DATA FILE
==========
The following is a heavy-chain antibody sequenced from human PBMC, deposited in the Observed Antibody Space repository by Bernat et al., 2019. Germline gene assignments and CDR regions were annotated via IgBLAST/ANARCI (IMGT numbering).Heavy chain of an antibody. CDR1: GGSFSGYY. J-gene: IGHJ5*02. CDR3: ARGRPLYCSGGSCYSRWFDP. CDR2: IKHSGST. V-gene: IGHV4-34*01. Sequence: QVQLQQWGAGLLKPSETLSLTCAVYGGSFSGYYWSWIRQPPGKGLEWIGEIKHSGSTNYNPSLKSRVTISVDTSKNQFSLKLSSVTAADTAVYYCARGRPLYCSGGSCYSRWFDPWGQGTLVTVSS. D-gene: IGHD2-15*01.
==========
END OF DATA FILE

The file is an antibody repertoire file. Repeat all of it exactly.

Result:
The following is a heavy-chain antibody sequenced from human PBMC, deposited in the Observed Antibody Space repository by Bernat et al., 2019. Germline gene assignments and CDR regions were annotated via IgBLAST/ANARCI (IMGT numbering).Heavy chain of an antibody. CDR1: GGSFSGYY. J-gene: IGHJ5*02. CDR3: ARGRPLYCSGGSCYSRWFDP. CDR2: IKHSGST. V-gene: IGHV4-34*01. Sequence: QVQLQQWGAGLLKPSETLSLTCAVYGGSFSGYYWSWIRQPPGKGLEWIGEIKHSGSTNYNPSLKSRVTISVDTSKNQFSLKLSSVTAADTAVYYCARGRPLYCSGGSCYSRWFDPWGQGTLVTVSS. D-gene: IGHD2-15*01.